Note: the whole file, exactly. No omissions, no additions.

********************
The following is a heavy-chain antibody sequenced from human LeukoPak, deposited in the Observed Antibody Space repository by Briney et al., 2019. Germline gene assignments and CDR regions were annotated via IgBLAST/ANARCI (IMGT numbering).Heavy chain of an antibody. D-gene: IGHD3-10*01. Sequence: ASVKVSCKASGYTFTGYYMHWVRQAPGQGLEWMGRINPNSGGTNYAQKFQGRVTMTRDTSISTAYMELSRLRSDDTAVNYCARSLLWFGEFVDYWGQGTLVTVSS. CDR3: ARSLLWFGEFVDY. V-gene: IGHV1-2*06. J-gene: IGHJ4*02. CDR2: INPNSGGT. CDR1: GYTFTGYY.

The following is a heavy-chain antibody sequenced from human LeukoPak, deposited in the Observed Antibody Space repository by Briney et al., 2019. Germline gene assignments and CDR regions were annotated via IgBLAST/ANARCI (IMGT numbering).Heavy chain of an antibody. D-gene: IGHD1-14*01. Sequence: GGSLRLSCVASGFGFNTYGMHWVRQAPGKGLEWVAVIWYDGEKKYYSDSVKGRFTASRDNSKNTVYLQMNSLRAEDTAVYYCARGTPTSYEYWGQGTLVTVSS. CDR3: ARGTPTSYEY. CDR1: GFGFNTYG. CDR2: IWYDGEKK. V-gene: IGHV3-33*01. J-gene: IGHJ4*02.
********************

The following is a heavy-chain antibody sequenced from human LeukoPak, deposited in the Observed Antibody Space repository by Briney et al., 2019. Germline gene assignments and CDR regions were annotated via IgBLAST/ANARCI (IMGT numbering).Heavy chain of an antibody. D-gene: IGHD3-10*01. Sequence: ASVKVSCKASGYTFTGYYMHWVRQAPGQGLEWMGRINPNSGGTNYAQKFQGRVTMTRDTSISTAYMELSRLRSDDTAVNYCARSLLWFGEFVDYWGQGTLVTVSS. CDR3: ARSLLWFGEFVDY. V-gene: IGHV1-2*06. J-gene: IGHJ4*02. CDR2: INPNSGGT. CDR1: GYTFTGYY.

The following is a heavy-chain antibody sequenced from human LeukoPak, deposited in the Observed Antibody Space repository by Briney et al., 2019. Germline gene assignments and CDR regions were annotated via IgBLAST/ANARCI (IMGT numbering).Heavy chain of an antibody. D-gene: IGHD1-14*01. Sequence: GGSLRLSCVASGFGFNTYGMHWVRQAPGKGLEWVAVIWYDGEKKYYSDSVKGRFTASRDNSKNTVYLQMNSLRAEDTAVYYCARGTPTSYEYWGQGTLVTVSS. CDR3: ARGTPTSYEY. CDR1: GFGFNTYG. CDR2: IWYDGEKK. V-gene: IGHV3-33*01. J-gene: IGHJ4*02.